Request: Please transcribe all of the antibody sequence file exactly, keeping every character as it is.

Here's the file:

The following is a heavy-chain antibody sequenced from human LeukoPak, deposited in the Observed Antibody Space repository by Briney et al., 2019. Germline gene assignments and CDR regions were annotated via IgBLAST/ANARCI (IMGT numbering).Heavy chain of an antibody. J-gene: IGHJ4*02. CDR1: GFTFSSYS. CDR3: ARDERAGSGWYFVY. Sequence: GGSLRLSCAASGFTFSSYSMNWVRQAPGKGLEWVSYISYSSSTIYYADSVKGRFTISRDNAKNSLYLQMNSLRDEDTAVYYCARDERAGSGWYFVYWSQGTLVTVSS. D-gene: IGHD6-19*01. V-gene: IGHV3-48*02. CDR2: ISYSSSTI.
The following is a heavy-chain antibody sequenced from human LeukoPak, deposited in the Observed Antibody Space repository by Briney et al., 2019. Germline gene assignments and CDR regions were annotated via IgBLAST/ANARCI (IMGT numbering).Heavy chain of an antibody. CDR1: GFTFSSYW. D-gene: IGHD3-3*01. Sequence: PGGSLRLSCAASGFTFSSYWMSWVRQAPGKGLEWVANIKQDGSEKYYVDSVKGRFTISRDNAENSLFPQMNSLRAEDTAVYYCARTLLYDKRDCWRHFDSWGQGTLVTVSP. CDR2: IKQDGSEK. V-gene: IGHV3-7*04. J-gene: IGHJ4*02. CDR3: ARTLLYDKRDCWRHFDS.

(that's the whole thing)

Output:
The following is a heavy-chain antibody sequenced from human LeukoPak, deposited in the Observed Antibody Space repository by Briney et al., 2019. Germline gene assignments and CDR regions were annotated via IgBLAST/ANARCI (IMGT numbering).Heavy chain of an antibody. J-gene: IGHJ4*02. CDR1: GFTFSSYS. CDR3: ARDERAGSGWYFVY. Sequence: GGSLRLSCAASGFTFSSYSMNWVRQAPGKGLEWVSYISYSSSTIYYADSVKGRFTISRDNAKNSLYLQMNSLRDEDTAVYYCARDERAGSGWYFVYWSQGTLVTVSS. D-gene: IGHD6-19*01. V-gene: IGHV3-48*02. CDR2: ISYSSSTI.
The following is a heavy-chain antibody sequenced from human LeukoPak, deposited in the Observed Antibody Space repository by Briney et al., 2019. Germline gene assignments and CDR regions were annotated via IgBLAST/ANARCI (IMGT numbering).Heavy chain of an antibody. CDR1: GFTFSSYW. D-gene: IGHD3-3*01. Sequence: PGGSLRLSCAASGFTFSSYWMSWVRQAPGKGLEWVANIKQDGSEKYYVDSVKGRFTISRDNAENSLFPQMNSLRAEDTAVYYCARTLLYDKRDCWRHFDSWGQGTLVTVSP. CDR2: IKQDGSEK. V-gene: IGHV3-7*04. J-gene: IGHJ4*02. CDR3: ARTLLYDKRDCWRHFDS.